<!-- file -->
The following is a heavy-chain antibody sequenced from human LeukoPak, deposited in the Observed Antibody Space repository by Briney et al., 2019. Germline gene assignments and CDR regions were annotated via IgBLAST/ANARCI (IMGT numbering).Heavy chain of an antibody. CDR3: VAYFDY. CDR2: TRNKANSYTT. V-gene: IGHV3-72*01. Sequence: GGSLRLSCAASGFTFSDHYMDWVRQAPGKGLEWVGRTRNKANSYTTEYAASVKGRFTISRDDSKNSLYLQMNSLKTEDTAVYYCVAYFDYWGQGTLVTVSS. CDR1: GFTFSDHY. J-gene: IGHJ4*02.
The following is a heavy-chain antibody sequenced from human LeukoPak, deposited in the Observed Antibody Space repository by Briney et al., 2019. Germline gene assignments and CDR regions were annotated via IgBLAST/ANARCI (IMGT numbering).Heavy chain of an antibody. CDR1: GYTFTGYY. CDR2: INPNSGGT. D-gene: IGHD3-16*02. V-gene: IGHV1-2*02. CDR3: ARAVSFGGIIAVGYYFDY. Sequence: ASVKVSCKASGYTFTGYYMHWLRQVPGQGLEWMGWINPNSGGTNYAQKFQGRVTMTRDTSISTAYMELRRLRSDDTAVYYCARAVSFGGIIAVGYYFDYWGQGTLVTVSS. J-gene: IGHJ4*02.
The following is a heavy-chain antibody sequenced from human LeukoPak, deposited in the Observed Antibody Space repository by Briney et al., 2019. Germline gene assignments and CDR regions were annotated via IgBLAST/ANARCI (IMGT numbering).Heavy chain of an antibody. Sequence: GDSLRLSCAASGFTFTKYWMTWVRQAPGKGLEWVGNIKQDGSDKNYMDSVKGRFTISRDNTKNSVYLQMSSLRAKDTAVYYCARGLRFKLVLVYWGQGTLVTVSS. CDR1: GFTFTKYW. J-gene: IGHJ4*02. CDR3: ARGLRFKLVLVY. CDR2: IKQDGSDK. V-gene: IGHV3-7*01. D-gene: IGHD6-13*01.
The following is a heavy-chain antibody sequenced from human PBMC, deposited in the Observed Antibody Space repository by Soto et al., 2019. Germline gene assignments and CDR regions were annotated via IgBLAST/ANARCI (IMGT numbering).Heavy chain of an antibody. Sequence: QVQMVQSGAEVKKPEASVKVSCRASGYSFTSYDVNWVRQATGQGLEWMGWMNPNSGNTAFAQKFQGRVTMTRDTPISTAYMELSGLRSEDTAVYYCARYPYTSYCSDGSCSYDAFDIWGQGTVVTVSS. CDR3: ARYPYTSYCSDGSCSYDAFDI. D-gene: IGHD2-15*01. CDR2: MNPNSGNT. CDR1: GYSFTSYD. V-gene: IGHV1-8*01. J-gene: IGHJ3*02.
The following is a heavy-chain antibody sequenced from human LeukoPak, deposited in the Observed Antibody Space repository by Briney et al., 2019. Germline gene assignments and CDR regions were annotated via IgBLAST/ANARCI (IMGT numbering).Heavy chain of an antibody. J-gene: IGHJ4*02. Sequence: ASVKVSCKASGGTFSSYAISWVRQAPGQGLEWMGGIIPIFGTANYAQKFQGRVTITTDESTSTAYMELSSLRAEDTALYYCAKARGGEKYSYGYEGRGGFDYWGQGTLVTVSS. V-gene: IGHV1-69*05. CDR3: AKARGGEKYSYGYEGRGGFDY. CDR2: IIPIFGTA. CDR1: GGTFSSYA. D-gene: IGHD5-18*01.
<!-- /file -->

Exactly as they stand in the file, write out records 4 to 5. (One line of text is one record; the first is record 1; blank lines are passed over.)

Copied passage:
The following is a heavy-chain antibody sequenced from human PBMC, deposited in the Observed Antibody Space repository by Soto et al., 2019. Germline gene assignments and CDR regions were annotated via IgBLAST/ANARCI (IMGT numbering).Heavy chain of an antibody. Sequence: QVQMVQSGAEVKKPEASVKVSCRASGYSFTSYDVNWVRQATGQGLEWMGWMNPNSGNTAFAQKFQGRVTMTRDTPISTAYMELSGLRSEDTAVYYCARYPYTSYCSDGSCSYDAFDIWGQGTVVTVSS. CDR3: ARYPYTSYCSDGSCSYDAFDI. D-gene: IGHD2-15*01. CDR2: MNPNSGNT. CDR1: GYSFTSYD. V-gene: IGHV1-8*01. J-gene: IGHJ3*02.
The following is a heavy-chain antibody sequenced from human LeukoPak, deposited in the Observed Antibody Space repository by Briney et al., 2019. Germline gene assignments and CDR regions were annotated via IgBLAST/ANARCI (IMGT numbering).Heavy chain of an antibody. J-gene: IGHJ4*02. Sequence: ASVKVSCKASGGTFSSYAISWVRQAPGQGLEWMGGIIPIFGTANYAQKFQGRVTITTDESTSTAYMELSSLRAEDTALYYCAKARGGEKYSYGYEGRGGFDYWGQGTLVTVSS. V-gene: IGHV1-69*05. CDR3: AKARGGEKYSYGYEGRGGFDY. CDR2: IIPIFGTA. CDR1: GGTFSSYA. D-gene: IGHD5-18*01.